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. Last Updated: 07/27/2016

Statistics Committee Overhauls Calculations

The State Statistics Committee this week changed the methodology it uses to measure economic performance — a move that bumped industrial output growth between January and May from 5.3 percent to 7.8 percent, at least on paper.

The jump in growth occurred after the committee, with the consent of the Economic Development and Trade Ministry and the Industry, Science and Technology Ministry, "transferred its calculations to a new base year" — 1999 rather than 1995. In other words, statistics officials are simply juggling numbers in a new way.

In general, the industrial production statistic is determined by the committee based on the production of 605 important goods, measured not by ruble price, but in terms of real value. The Industry, Science and Technology Ministry said that after the crisis of 1998 the relative importance of certain goods for the Russian economy changed, and the structure of gross added value in various sectors is quite different than the base calculation values for 1995. Thus it was decided to take the 1999 structure as a basis.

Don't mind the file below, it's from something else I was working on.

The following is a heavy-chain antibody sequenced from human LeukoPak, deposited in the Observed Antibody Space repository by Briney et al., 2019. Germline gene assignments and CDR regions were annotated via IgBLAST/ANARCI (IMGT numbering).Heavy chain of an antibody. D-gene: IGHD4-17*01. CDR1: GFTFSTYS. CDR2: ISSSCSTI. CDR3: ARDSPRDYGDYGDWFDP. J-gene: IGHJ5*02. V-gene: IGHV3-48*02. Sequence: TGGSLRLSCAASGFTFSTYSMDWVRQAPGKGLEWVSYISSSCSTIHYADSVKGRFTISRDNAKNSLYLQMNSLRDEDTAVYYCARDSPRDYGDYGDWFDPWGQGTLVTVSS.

"[Since 1995,] the power sector's share slipped, while the oil sector's most likely increased," said Alexander Frenkel, an expert at the Russian Academy of Sciences' economics institute.

Even so, certain experts are perplexed as to why the change in methodology has resulted in such a serious change in growth on paper.

"We have made a finite amount of 'widgets'; assessments of the dynamics of the physical volume [of production] should stay the same," said an expert from the Unikon auditing company.

Independent research institutes that make their own calculations are inclined to dispute the results of the State Statistics Committee.

"According to our data, the total growth in industrial production this year in Russia is at 4 percent," said Seya Laimel, a specialist with the Russian and European Center for Economic Policy.

Despite the disparities, Prime Minister Mikhail Kasyanov, Finance Minister Alexei Kudrin and presidential economic adviser Andrei Illarionov have already received the committee's new figures, which may require amendments to be made to the 2002 budget.

"The relationship between profit and salaries in the GDP might change. For this reason, the tax structure will undergo changes," said Deputy Economic Development and Trade Minister Arkady Dvorkovich. The changes will effect no more than 5 percent of gross domestic product, he said.

As before, in individual sectors the production of "widgets" is taken into account and the results of "social competition" are quite realistic. The microbiological industry leads all sectors with a production growth from the start of the year of 68.7 percent, followed by the printing industry at 19.3 percent and the glass, china and pottery industry at 14.5 percent.

"It is comforting that microbiology came out in first place," said Alexander Nekipelov, director of the Institute of International Political and Economic Research with the Russian Academy of Sciences. "It means we have potential in the high-tech sectors," he said.